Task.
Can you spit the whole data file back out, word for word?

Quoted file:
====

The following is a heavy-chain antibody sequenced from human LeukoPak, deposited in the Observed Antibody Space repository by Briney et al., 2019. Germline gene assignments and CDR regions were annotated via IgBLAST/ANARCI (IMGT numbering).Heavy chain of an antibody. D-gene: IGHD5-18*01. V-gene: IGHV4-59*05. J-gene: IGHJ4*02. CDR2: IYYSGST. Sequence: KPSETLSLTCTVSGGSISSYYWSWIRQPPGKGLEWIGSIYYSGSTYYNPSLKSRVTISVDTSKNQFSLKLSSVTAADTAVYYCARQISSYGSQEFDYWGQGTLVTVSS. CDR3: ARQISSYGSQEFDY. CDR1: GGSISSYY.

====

The following is a heavy-chain antibody sequenced from human LeukoPak, deposited in the Observed Antibody Space repository by Briney et al., 2019. Germline gene assignments and CDR regions were annotated via IgBLAST/ANARCI (IMGT numbering).Heavy chain of an antibody. D-gene: IGHD5-18*01. V-gene: IGHV4-59*05. J-gene: IGHJ4*02. CDR2: IYYSGST. Sequence: KPSETLSLTCTVSGGSISSYYWSWIRQPPGKGLEWIGSIYYSGSTYYNPSLKSRVTISVDTSKNQFSLKLSSVTAADTAVYYCARQISSYGSQEFDYWGQGTLVTVSS. CDR3: ARQISSYGSQEFDY. CDR1: GGSISSYY.